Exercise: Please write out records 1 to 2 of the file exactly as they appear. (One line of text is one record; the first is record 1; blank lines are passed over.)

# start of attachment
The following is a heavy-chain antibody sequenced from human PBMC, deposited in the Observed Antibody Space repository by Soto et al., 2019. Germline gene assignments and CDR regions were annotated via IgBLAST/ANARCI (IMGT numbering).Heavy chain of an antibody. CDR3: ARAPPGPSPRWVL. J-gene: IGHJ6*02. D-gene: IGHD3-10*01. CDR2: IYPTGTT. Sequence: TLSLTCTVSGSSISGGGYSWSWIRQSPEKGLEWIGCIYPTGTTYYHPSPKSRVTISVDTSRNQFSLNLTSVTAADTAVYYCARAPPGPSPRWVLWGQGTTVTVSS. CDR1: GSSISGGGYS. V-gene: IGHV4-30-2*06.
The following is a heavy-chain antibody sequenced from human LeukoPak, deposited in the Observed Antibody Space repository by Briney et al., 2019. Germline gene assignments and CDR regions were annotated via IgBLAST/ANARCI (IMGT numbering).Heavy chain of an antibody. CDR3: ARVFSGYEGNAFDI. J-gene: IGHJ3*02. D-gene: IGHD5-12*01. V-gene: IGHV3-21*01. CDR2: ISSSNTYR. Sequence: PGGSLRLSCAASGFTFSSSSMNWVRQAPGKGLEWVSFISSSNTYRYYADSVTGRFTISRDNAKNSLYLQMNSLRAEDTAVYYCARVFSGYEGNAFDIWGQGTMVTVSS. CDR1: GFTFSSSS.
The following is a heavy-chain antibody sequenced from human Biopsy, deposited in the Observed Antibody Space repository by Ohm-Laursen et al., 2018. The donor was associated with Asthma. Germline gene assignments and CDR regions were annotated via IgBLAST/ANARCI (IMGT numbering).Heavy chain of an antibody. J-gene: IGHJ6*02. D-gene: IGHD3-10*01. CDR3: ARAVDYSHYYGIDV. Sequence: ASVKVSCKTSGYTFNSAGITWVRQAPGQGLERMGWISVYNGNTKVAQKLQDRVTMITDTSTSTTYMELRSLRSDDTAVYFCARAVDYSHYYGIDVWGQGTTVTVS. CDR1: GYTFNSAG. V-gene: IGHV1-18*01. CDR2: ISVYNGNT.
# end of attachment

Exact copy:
The following is a heavy-chain antibody sequenced from human PBMC, deposited in the Observed Antibody Space repository by Soto et al., 2019. Germline gene assignments and CDR regions were annotated via IgBLAST/ANARCI (IMGT numbering).Heavy chain of an antibody. CDR3: ARAPPGPSPRWVL. J-gene: IGHJ6*02. D-gene: IGHD3-10*01. CDR2: IYPTGTT. Sequence: TLSLTCTVSGSSISGGGYSWSWIRQSPEKGLEWIGCIYPTGTTYYHPSPKSRVTISVDTSRNQFSLNLTSVTAADTAVYYCARAPPGPSPRWVLWGQGTTVTVSS. CDR1: GSSISGGGYS. V-gene: IGHV4-30-2*06.
The following is a heavy-chain antibody sequenced from human LeukoPak, deposited in the Observed Antibody Space repository by Briney et al., 2019. Germline gene assignments and CDR regions were annotated via IgBLAST/ANARCI (IMGT numbering).Heavy chain of an antibody. CDR3: ARVFSGYEGNAFDI. J-gene: IGHJ3*02. D-gene: IGHD5-12*01. V-gene: IGHV3-21*01. CDR2: ISSSNTYR. Sequence: PGGSLRLSCAASGFTFSSSSMNWVRQAPGKGLEWVSFISSSNTYRYYADSVTGRFTISRDNAKNSLYLQMNSLRAEDTAVYYCARVFSGYEGNAFDIWGQGTMVTVSS. CDR1: GFTFSSSS.